Learning to use my time more effectively

  • One of the advantages of being a freelance writer is that people are rather keen to pick your brains and use your skills for a variety of things – and sometimes this means being given access to great tools and resources that can be helpful in your own personal development. I’ve always been interested to see how e-learning works, and thanks to an associate of mine, I recently had the chance to try an e-learning course of my choosing.

    The e-learning platform I was invited to use was High Speed Training and I was able to choose whichever course I wanted. There are several different areas for training, but I focused on the Professional Skills section, as this seemed most relevant to my occupation. Looking through the options, I decided that the business writing skills course was probably a waste of time, as I like to think that I’m already rather well versed in that particular department! The one thing that I sometimes struggle with as a freelancer though is time management – so I decided that the Time Management Training Course was the one for me.

    High Speed E-Learning

    When I first logged onto the High Speed Training website, I was pleased to see that the course was broken down into several different modules, allowing me to fit my training in with my other commitments – see, excellent time management already! However, once I started getting into it, and because the course really is high-speed, before I knew it I was whizzing through the modules and was over half-way through. I was told that the estimated completion time is a couple of hours, but I think I probably completed the whole thing in about an hour and a half, maybe less.

    The course is a PowerPoint style presentation with simultaneous audio delivery. Personally, I preferred to just read the text myself, so after 5 or 10 minutes, I muted the audio and just worked through it at my own pace. Obviously, people have different learning styles, so some people would absorb the information more thoroughly if they listened to the voiceover. As a writer and avid Kindle lover, I’d rather read than listen, and this approach does mean that you can work through the course more quickly. The course has been designed to ensure that you can’t skip to the next page until all the text has been revealed too, so you don’t need to worry about missing anything.

    Although I found that the course was probably aimed more at people working in larger organisations and managers, I still picked up some great tips. Some of it is basic common-sense, but it’s good to consolidate your knowledge and be reminded of things you should be more aware of.

    So what did I learn?

    One of the pieces of information that stood out to me was in the section related to planning. I’m one of nature’s list-makers, but sometimes I’m rushing around so much that I file things away mentally instead. I learnt that we only have the mental capacity to work with about 7 pieces of information at a time without losing something, which made me feel even more committed to keeping lists!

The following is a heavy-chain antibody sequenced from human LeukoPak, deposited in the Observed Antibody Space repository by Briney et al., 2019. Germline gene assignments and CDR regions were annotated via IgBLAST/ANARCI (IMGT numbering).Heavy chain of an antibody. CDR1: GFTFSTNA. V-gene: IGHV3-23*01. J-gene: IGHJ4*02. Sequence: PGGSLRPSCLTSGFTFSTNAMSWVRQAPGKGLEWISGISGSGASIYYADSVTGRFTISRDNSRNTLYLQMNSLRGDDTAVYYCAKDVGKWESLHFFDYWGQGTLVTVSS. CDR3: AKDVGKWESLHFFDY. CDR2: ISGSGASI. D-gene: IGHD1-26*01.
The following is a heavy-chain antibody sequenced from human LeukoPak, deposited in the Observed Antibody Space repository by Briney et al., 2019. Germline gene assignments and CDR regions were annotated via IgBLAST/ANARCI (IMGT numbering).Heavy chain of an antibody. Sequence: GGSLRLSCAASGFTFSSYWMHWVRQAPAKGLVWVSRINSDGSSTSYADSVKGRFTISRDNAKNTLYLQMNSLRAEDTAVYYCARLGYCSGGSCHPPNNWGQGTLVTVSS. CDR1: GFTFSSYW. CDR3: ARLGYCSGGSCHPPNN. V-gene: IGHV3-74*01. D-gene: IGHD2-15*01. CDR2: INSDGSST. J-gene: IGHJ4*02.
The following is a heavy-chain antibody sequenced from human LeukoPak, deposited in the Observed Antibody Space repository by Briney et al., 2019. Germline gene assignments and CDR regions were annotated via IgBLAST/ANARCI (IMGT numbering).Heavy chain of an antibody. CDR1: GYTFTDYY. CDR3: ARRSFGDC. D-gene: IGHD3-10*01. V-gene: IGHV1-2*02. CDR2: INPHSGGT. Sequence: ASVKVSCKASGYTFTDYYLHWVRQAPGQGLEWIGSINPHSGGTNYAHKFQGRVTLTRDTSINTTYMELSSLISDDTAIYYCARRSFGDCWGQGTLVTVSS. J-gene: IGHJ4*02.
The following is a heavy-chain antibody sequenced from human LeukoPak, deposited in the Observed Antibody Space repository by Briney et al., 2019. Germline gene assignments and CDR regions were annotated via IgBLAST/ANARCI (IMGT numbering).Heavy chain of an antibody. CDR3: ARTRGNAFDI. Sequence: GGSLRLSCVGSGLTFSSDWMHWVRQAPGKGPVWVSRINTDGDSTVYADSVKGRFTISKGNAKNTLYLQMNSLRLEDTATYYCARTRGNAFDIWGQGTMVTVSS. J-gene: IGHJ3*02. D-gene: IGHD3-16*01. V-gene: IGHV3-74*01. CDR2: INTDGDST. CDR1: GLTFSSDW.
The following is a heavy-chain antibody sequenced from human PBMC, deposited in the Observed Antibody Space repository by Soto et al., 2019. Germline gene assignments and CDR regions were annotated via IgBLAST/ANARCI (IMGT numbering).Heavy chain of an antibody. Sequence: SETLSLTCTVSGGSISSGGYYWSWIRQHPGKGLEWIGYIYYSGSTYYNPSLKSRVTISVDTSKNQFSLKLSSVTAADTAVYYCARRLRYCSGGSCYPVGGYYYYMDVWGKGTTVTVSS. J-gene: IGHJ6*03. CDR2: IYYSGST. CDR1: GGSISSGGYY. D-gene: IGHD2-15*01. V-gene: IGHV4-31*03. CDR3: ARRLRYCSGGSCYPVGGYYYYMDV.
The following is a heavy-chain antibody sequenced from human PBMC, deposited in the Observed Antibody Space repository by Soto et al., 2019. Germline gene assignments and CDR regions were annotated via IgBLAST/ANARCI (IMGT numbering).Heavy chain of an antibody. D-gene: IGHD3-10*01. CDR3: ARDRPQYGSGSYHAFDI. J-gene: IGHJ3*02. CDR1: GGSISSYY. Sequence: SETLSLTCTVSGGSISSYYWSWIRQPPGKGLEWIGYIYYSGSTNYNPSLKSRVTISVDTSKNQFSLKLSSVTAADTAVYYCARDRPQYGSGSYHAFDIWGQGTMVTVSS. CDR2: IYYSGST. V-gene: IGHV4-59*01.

The course also divulged an interesting statistic; apparently, a 2008 survey found that out of 2500 employees questioned, 73% admitted to wasting time at work – and these days, much of this is due to social media and non-work related emails. This made me take stock of my own online habits. While Twitter is a useful tool for me in regards to my professional life, Facebook brings me no work and yet I tune in and out of it all day – despite setting myself limits using Chrome’s StayFocusd. If I were to pinpoint the single most useful thing that I’ll take away from this course, it will be that I’m closing my Facebook account for the foreseeable future in order to keep myself on track with the job in hand.

    I also liked the section that looked at definitions and the importance of differentiating between urgent jobs and important jobs. Urgent jobs are deadline-based, while the importance of the job pertains to the quality of output, and therefore the amount of time you want to spend on it. This has helped me to reframe my task list and see it in a different light. The course also talked about how, in order to work out where different tasks fit, you need to decide whether a task needs doing now, needs to be planned, delegated or deleted altogether. I just wish I had someone to delegate to sometimes!

    Finally, the course taught me the benefits of learning to say ‘no’ with tact. I spend a lot of time doing people favours when I should be working to meet a (paid) deadline. There’s nothing wrong with helping people, but perhaps I need to put my task list first and deal with those additional requests when more convenient.

    In all, the High Speed Training course was really valuable – and the quiz at the end ensures that you pay attention, while also showing you what you’ve absorbed through the process. The fast nature of the training is great for those with little time to spare and there’s a great selection of course categories, including Health and Safety, Food Hygiene and Safeguarding People.

    Thanks for reading – I’m off to manage my time more effectively now while I want for my certificate to arrive!


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